Abstract Background:The International Health Regulations (IHRs) (2005) was developed with the aim of governing international responses to public health risks and emergencies. The document requires all 194 World Health Organization (WHO) Member States to detect, assess, notify and report any potential public health emergency of international concern (PHEIC) under specific timelines. Annex 2 of the IHR outlines decisionmaking criteria for Stateappointed National Focal Points (NFP) to report potential PHEICs to the WHO, and is a critical component to the effective functioning of the IHRs. Methods:The aim of the study was to review and evaluate the functioning of Annex 2 across WHOreporting States Parties. Specific objectives were to ascertain NFP awareness and knowledge of Annex 2, practical use of the tool, activities taken to implement it, its perceived usefulness and userfriendliness. Qualitative telephone interviews, followed by a quantitative online survey, were administered to NFPs between October, 2009 and February, 2010. Results:A total of 29 and 133 NFPs participated in the qualitative and quantitative studies, respectively. Qualitative interviews found most NFPs had a strong working knowledge of Annex 2; perceived the tool to be relevant and useful for guiding decisions; and had institutionalized management, legislation and communication systems to support it. NFPs also perceived Annex 2 as human and diseasecentric, and emphasized its reduced applicability to potential PHEICs involving bioterrorist attacks, infectious diseases among animals, radionuclear and chemical spills, and water or foodborne contamination. Among quantitative survey respondents, 88% reported having excellent/good knowledge of Annex 2; 77% reported always/usually using Annex 2 for assessing potential PHEICs; 76% indicated their country had some legal, regulatory or administrative provisions for using Annex 2; 95% indicated Annex 2 was always/usually useful for facilitating decisions regarding notifiability of potential PHEICs. Conclusion:This evaluation, including a large sample of WHOreporting States Parties, found that the IHRs Annex 2 is perceived as useful for guiding decisions about notifiability of potential PHEICs. There is scope for the WHO to expand training and guidance on application of the IHRs Annex 2 to specific contexts. Continued monitoring and evaluation of the functioning of the IHR is imperative to promoting global health security. Keywords:International Health Regulations (IHR), World Health Organization (WHO), Annex 2, public health emer gency of international concern (PHEIC), evaluation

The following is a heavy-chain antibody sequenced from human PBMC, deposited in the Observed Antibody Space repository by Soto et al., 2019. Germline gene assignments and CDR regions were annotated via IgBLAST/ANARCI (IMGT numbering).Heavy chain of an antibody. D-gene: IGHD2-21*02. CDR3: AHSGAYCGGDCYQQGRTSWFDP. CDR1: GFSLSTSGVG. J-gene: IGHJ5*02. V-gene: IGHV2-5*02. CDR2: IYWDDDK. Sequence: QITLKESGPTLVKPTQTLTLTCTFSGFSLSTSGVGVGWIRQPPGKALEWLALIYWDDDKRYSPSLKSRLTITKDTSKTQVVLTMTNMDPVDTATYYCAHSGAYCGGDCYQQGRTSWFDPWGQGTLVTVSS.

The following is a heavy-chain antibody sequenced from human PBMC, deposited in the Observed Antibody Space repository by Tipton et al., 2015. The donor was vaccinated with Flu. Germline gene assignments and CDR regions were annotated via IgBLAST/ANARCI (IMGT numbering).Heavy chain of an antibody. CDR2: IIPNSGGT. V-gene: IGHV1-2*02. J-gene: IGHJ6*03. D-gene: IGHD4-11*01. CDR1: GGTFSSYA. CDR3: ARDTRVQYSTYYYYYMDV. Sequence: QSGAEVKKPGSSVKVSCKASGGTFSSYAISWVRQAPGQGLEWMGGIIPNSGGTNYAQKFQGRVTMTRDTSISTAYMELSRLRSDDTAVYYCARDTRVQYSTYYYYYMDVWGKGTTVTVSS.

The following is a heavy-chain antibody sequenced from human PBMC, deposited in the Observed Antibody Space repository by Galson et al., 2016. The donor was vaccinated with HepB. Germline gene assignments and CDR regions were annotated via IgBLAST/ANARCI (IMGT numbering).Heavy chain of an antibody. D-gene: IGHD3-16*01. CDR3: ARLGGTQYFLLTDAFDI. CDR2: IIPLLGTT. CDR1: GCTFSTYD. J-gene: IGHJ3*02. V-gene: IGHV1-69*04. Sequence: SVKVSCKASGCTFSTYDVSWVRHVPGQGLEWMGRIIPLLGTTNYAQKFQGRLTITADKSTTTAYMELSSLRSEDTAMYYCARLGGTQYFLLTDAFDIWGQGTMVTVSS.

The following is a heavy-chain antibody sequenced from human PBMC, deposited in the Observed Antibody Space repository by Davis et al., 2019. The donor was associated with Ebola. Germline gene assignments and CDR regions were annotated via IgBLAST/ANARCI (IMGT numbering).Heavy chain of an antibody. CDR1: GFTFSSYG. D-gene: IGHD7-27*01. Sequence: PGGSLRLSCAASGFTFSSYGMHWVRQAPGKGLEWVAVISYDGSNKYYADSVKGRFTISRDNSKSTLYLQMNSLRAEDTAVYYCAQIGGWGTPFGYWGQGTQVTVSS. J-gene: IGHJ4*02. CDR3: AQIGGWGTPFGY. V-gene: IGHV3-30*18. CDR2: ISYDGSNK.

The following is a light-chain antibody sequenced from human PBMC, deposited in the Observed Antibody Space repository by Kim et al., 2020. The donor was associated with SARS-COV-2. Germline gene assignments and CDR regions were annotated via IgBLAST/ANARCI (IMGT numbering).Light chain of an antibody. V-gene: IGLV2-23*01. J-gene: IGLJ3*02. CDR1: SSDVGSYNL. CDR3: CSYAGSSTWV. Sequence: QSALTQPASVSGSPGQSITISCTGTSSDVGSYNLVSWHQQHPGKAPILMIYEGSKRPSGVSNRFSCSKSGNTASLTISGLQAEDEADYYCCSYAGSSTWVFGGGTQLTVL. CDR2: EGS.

* Correspondence: kwilson@ohri.ca 4 Department of Medicine, Ottawa Hospital Research Institute, Clinical Epidemiology Program (1053 Carling Avenue), University of Ottawa, Ottawa (K1Y 4E9), Canada Full list of author information is available at the end of the article
© 2012 Anema et al; licensee BioMed Central Ltd. This is an Open Access article distributed under the terms of the Creative Commons Attribution License (http://creativecommons.org/licenses/by/2.0), which permits unrestricted use, distribution, and reproduction in any medium, provided the original work is properly cited.